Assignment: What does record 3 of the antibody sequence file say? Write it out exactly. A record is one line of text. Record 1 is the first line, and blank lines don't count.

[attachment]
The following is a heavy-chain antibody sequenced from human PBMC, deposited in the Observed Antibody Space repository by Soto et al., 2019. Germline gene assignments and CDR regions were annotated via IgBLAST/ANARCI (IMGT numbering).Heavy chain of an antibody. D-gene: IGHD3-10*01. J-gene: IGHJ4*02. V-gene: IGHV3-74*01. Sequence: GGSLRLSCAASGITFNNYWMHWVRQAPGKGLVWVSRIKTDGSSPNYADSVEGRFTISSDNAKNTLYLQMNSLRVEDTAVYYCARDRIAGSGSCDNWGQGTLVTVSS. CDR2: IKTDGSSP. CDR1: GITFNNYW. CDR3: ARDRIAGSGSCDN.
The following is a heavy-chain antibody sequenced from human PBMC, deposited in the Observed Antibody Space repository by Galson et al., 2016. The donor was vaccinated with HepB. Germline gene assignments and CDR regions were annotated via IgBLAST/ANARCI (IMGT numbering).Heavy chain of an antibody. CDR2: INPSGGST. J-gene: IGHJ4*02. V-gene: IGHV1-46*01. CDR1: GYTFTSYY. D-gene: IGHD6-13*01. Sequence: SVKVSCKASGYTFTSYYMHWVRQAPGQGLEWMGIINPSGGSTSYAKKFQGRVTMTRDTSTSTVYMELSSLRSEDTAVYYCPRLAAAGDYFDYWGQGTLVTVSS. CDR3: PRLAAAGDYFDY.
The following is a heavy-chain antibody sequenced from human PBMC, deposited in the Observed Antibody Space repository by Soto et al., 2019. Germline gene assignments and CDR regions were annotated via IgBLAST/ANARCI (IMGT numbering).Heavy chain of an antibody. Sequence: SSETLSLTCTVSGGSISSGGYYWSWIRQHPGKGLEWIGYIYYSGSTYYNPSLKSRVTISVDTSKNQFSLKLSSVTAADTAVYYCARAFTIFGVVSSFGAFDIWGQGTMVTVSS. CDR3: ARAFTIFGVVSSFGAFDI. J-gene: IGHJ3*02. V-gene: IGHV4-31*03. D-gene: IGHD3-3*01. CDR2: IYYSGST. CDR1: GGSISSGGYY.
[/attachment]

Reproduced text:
The following is a heavy-chain antibody sequenced from human PBMC, deposited in the Observed Antibody Space repository by Soto et al., 2019. Germline gene assignments and CDR regions were annotated via IgBLAST/ANARCI (IMGT numbering).Heavy chain of an antibody. Sequence: SSETLSLTCTVSGGSISSGGYYWSWIRQHPGKGLEWIGYIYYSGSTYYNPSLKSRVTISVDTSKNQFSLKLSSVTAADTAVYYCARAFTIFGVVSSFGAFDIWGQGTMVTVSS. CDR3: ARAFTIFGVVSSFGAFDI. J-gene: IGHJ3*02. V-gene: IGHV4-31*03. D-gene: IGHD3-3*01. CDR2: IYYSGST. CDR1: GGSISSGGYY.